Monthly Archives: July 2018

Review: Bloody Mammals’ What Have You Done?

It’s been 5 years since London post hardcore outfit Bloody Mammals released any new music and despite starting to record a follow-up to 2013 mini album Eventually Your House Will Burn Down in 2014, the band moved apart and it never got finished. Now in 2018, Bloody Mammals have seen fit to polish up what they were working on and release it to the world, resulting in the debut album, What Have You Done?

What Have You Done? is a bittersweet release because the band are still scattered around the country and probably won’t get to tour it. It might even be the last music the band release, but if that’s the case then this is one hell of a swansong. The band’s angular guitar work is back in full force and every song on this album is absolutely crammed with riffs and a frantic personality that makes the whole record feel immediate and crucial.

There’s a real showcase of variety here as well. The dissonant, spiky, punk rock of Behind Glass is followed by the more groovy and metallic Toothless, and then we’re treated to Death on Credit which has more of a tuneful, alternative rock flavour to it. Thankfully Bloody Mammals manage to meld all these styles successfully into their own sound and the album never sounds like a random, scattershot collection of ideas chucked at a wall.

If there’s one negative you could level against What Have You Done? it’s that the mix is a bit flat. It’s the sort of mix you’d expect from an album 20 years older – demanding that you turn your hi-fi up a little more to compensate for older production methods. This isn’t the biggest complaint and some might actually enjoy the increased dynamic range and refusal to abide by modern loudness wars, but a little more prevalent low-end would have really set off some of the angrier numbers like The Cremation Fields.

In conclusion, Bloody Mammals’ What Have You Done? is a wonderful post hardcore record by a band that shone bright for a very short time and then seemingly just went away. Getting new music from the band in 2018 was a welcome surprise and considering a lot of this music dates back 4 years, it still sounds as vital as ever. Fingers crossed this isn’t the last we hear from Bloody Mammals but even if it is, what a hell of a record to go out on.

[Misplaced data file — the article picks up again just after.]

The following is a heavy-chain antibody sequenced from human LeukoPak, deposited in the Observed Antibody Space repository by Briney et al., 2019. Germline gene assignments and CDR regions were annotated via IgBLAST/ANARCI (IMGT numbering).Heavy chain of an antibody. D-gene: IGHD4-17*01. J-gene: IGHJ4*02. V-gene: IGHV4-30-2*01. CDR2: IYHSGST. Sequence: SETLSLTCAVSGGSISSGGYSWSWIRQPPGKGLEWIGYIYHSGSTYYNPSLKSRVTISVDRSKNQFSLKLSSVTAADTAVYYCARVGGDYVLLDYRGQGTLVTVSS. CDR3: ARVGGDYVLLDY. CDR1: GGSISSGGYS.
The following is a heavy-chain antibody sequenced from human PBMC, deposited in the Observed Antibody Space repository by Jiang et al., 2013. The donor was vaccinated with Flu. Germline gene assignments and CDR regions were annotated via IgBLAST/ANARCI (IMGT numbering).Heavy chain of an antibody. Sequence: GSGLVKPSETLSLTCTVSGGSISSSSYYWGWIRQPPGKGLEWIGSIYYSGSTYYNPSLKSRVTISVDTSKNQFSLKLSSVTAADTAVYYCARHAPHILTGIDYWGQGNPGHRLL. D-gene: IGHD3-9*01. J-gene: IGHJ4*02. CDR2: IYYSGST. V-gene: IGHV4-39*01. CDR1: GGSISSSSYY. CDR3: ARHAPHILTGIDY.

8/10

Bloody Mammals’ What Have You Done? is out now and available to download direct from the band.

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Review: Rash Decision’s Karoshi

It never fails to amuse me that one of the most intense hardcore punk bands in the country comes from the sunny seaside town of Falmouth in Cornwall, but that’s absolutely the case with Rash Decision. They are also becoming one of the most consistently enjoyable punk acts with every release and their latest long-player, Karoshi, is no exception (I’m not sure 20 minutes can really be regarded a long-player, but there are 14 songs here so maybe we’ll make an exception).

Now Rash Decision aren’t going to be winning any awards for originality with Karoshi. This is another short, sharp shock of a record with songs averaging about a minute and a half. The band play at breakneck speed and scream a lot, but their simplicity works in their favour. Once again the guitar work is an absolute highlight. Riffs are fast and furious and will earworm their way into your psyche without you even realising it. The music is equal parts catchy punk rock and thrash metal and it’s expertly executed and complimented by a lovely, clean mix that showcases how tight Rash Decision’s performance is.